Berkeley FSM Cafe ShiftBrite Power Meter

2010-02-03 10.02.16 2010-02-03 10.03.37 2010-02-03 10.02.39

This is a great new project that just went live in the FSM Café on the University of California Berkeley campus. It's a floor-to-ceiling energy meter that displays a colorful stacked bar chart of power being used by various appliances within the cafe. It contains over 100 93 ShiftBrite RGB LED modules controlled by an Arduino.

Here's a video of the power meter in operation:

The project was developed in the Berkeley Institute of Design by:

Here's a quote from the group explaining the project:

The bar in the cafe depicts the power used by different pieces of the cafe. Going from the bottom up, first you see the cafe lights in yellow, the kitchen equipment like refrigerators in blue, coffee machines in light brown, miscellaneous items like the drinking fountain in green, and the plugs used by laptops in the sitting area in red. Each segment is approximate 270 watts.

The very top of the bar is at 25 kilowatts. That's the equivalent of power used by 30 average California homes. At the very bottom at the 0 kW mark you see a picture of a person and a biker. When the biker gets going up a hill, they can be generating as much as 200 watts, which is quite small when compared to the whole cafe, or even just the lights in the cafe.

The icons depicting air conditioning and a toaster are also placed in relation to how much they use.

If you look at the red portion of the bar. It's very small! That's the total power of all the laptops and the TV plugged in around you. People think it should be more, but it's not!

Can you see which portion of the cafe is using the most power? What would you expect it to be? As you sit in the cafe, glance back on occasion and see if usage has changed.

I've been providing occasional technical support for this project, some hints on powering ShiftBrites, Arduino code tweaks, etc. They came up with a really neat way of constructing the LED bar with mounting and diffusion built in. The light is visible from three sides of the bar in normal lighting. They developed Arduino code that receives commands from a Python scripts on a computer, generating a stacked bar chart that smoothly changes between sensor readings from each appliance. Right now the bar is displaying results for:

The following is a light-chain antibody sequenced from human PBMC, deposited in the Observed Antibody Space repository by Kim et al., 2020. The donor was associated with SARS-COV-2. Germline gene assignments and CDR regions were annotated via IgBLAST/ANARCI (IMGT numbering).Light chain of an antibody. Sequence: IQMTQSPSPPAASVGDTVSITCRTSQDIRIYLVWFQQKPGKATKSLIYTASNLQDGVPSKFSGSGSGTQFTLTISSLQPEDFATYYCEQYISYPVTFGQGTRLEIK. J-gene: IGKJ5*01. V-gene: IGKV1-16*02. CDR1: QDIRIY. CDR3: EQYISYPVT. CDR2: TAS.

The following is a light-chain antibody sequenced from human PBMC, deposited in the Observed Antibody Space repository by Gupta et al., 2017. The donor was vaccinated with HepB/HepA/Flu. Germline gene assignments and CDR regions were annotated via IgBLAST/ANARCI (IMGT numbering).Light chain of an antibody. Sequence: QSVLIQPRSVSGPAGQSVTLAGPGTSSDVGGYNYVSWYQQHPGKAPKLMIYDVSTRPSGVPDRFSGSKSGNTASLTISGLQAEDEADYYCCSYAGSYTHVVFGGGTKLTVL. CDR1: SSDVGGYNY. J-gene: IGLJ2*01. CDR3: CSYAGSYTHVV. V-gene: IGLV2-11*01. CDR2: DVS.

• Lighting (yellow bar)
  • Kitchen appliances (blue bar)
  • Coffee machines (orange bar)
  • Student-accessible power outlets (red bar)
  • Miscellaneous appliances (green bar)

The data can also be monitored live from a web browser. The interface looks like this:


Omar has promised me that they will eventually be able to post all the details of their project; files to laser-cut the mounting and diffusion plastic, Python scripts, Arduino code, details on the power sensors, etc. I'll add it to this post when it's available.

We're very impressed with the project, it's a great example of a larger scale application of ShiftBrites. At maximum brightness on all LEDs, it shouldn't draw more than 40 watts, so it won't affect its own results too much.

Submitted by Garrett on Sat, 02/06/2010 - 18:45.

Neat project. Hope it keeps

Neat project. Hope it keeps track of its own usage, since it's probably ~300W itself...! :-)

"Can you see which portion of the cafe is using the most power? What would you expect it to be?"

I'd expect it to be the crazy homeless guy that lives under the table in the back corner with the spaceheater going fullblast.

You know, the guy that's in the 14th year of his PhD in Political Science.

Go Bears!

Great project! Is a single

Great project! Is a single Arduino connected to the Shiftbrites? I'm designing a project that plans to make use of 120 Shiftbrites -- aside from power issues, can a single Arduino (or single serial source) update all the Shiftbrites at a decent rate (25 times/sec or more), or would it be better to split them into groups (connected to separate Arduinos)?